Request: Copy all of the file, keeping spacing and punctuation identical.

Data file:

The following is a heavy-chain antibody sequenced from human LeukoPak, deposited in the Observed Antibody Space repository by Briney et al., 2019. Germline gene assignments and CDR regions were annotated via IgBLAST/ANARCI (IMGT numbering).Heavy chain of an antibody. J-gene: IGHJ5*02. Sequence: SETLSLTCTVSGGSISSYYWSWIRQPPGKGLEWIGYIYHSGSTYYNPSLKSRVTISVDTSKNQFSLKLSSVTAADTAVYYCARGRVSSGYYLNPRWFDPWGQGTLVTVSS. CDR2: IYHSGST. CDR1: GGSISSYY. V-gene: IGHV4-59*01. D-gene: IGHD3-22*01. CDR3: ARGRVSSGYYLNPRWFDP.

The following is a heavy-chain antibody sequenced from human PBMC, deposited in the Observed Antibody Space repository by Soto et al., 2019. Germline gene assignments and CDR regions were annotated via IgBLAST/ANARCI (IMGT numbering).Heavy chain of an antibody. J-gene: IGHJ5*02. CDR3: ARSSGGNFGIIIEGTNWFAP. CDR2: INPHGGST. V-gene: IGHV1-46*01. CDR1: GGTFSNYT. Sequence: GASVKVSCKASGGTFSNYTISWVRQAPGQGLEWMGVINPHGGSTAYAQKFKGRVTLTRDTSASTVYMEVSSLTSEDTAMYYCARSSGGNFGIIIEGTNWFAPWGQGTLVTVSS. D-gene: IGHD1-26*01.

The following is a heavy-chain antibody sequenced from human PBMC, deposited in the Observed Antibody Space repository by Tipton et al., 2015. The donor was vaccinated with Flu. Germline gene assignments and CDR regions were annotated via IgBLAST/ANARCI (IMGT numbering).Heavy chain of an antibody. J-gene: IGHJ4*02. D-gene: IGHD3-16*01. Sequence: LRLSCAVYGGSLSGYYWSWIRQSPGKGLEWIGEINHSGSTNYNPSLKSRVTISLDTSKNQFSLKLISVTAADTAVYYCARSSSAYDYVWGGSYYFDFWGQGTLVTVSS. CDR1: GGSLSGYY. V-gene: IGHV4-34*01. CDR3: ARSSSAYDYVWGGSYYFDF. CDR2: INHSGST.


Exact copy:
The following is a heavy-chain antibody sequenced from human LeukoPak, deposited in the Observed Antibody Space repository by Briney et al., 2019. Germline gene assignments and CDR regions were annotated via IgBLAST/ANARCI (IMGT numbering).Heavy chain of an antibody. J-gene: IGHJ5*02. Sequence: SETLSLTCTVSGGSISSYYWSWIRQPPGKGLEWIGYIYHSGSTYYNPSLKSRVTISVDTSKNQFSLKLSSVTAADTAVYYCARGRVSSGYYLNPRWFDPWGQGTLVTVSS. CDR2: IYHSGST. CDR1: GGSISSYY. V-gene: IGHV4-59*01. D-gene: IGHD3-22*01. CDR3: ARGRVSSGYYLNPRWFDP.

The following is a heavy-chain antibody sequenced from human PBMC, deposited in the Observed Antibody Space repository by Soto et al., 2019. Germline gene assignments and CDR regions were annotated via IgBLAST/ANARCI (IMGT numbering).Heavy chain of an antibody. J-gene: IGHJ5*02. CDR3: ARSSGGNFGIIIEGTNWFAP. CDR2: INPHGGST. V-gene: IGHV1-46*01. CDR1: GGTFSNYT. Sequence: GASVKVSCKASGGTFSNYTISWVRQAPGQGLEWMGVINPHGGSTAYAQKFKGRVTLTRDTSASTVYMEVSSLTSEDTAMYYCARSSGGNFGIIIEGTNWFAPWGQGTLVTVSS. D-gene: IGHD1-26*01.

The following is a heavy-chain antibody sequenced from human PBMC, deposited in the Observed Antibody Space repository by Tipton et al., 2015. The donor was vaccinated with Flu. Germline gene assignments and CDR regions were annotated via IgBLAST/ANARCI (IMGT numbering).Heavy chain of an antibody. J-gene: IGHJ4*02. D-gene: IGHD3-16*01. Sequence: LRLSCAVYGGSLSGYYWSWIRQSPGKGLEWIGEINHSGSTNYNPSLKSRVTISLDTSKNQFSLKLISVTAADTAVYYCARSSSAYDYVWGGSYYFDFWGQGTLVTVSS. CDR1: GGSLSGYY. V-gene: IGHV4-34*01. CDR3: ARSSSAYDYVWGGSYYFDF. CDR2: INHSGST.